Why Spain is heading towards the largest salary devaluation in almost 40 years

Sky-high inflation and a general unwillingness among Spanish workers to ask for salary raises look set to cause the biggest drop in purchasing power in Spain since 1984.

shopping in a bakery
The purchasing power of people in Spain is the lowest it's been in decades. Photo: photosforyou / Pixabay

If you have a job in Spain and you get the sense that your wages don’t go as far as they used to, then you’re right on the money.  

It began with rising electricity prices throughout 2021 and early 2022 (reaching historic highs of €544/MWh in March 2022).

Then the cost of gas and fuel began to rise, first as a consequence of rising electricity prices and then due to the war in Ukraine.

As a result of all of this, inflation skyrocketed and in March 2022, it surged to a 37-year high.

Certain food products have become more expensive than ever, causing even more strain on Spaniards’ wallets.

In the last year, consumers in Spain have faced the sharpest price increases of any major European economy, causing the price of food to rise steeply since the beginning of this year.

Inflation in Spain now hovers around 10 percent, whereas salary increases in 2022 have only been raised by 2.4 percent on average.  

Crucially, it’s not part of the Spanish work culture to ask for salary rises. A recent YouGov survey centred on European workers found only one in five Spanish workers plans to ask their bosses for a salary bump in 2022 – the lowest rate of the 18 countries featured – with employees in Spain arguing their unwillingness to ask for a raise was due to not believing they would be given one.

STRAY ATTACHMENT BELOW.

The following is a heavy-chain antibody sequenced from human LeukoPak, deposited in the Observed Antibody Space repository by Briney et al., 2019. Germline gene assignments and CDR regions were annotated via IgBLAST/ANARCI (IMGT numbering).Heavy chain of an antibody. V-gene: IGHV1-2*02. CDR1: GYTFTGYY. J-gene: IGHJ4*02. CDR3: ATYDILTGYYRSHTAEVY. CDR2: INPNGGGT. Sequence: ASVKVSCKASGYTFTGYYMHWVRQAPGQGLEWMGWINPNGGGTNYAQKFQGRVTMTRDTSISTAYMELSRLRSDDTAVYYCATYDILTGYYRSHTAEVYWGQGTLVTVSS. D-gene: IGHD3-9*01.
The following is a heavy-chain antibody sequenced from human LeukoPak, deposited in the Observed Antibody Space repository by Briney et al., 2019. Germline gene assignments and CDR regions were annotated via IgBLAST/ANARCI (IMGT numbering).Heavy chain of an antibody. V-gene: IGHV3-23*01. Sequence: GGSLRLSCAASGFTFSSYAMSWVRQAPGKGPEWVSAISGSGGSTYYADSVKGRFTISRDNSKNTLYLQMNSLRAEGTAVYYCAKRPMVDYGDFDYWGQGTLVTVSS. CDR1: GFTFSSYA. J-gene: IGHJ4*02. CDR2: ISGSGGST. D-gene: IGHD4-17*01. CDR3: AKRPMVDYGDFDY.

And it’s worth noting that wages in Spain aren’t high compared to most of its neighbours. The average salary in Spain stood at €26,537 in 2020 , €9,528 (-26 percent) below the Eurozone average (€36,065), according to OECD data. 

All these points are contributing to the largest drop in purchasing power in Spain since 1984. 

READ ALSO: Will Spain soon no longer be the land of cheap alcohol?

Predictions from the Bank of Spain

According to estimates by the Bank of Spain inflation of could reach an average of 7.6 percent in 2022 compared to last year, while salaries are expected to grow just below four percent. The last time such a large difference was seen between the rise of the cost in products and salaries was back in 1984. Then, the Consumer Price Index (CPI) rose by 11.3 percent, while wages climbed by 7.8 percent, which shows a difference of 3.5 points.

This year, the forecasts indicate that the increase in the CPI will reach 9.8 percent, while the rise in salaries, as seen above will be just below 4 percent, which means a difference of at least 4.8 points.

The situation is especially worrying when the effects of the pandemic are taken into account. In 2021, Spaniards already lost a lot of purchasing power, since the difference between prices and salaries stood at 1.5 points last year.

This meant on average, salaries were worth around €400 less than the previous year. 

Can anything be done about it?

In March 2022, the Spanish workers’ unions already asked for an increase of at least five percent to make up for the rise in inflation.

However, the employers’ organisations the Spanish Confederation of Business Organizations (CEOE) and the Spanish Confederation of Small and Medium-sized Enterprises (CEPYME) rejected the petition, arguing that companies are still struggling to recover from the effects of the pandemic and cannot afford such as increase.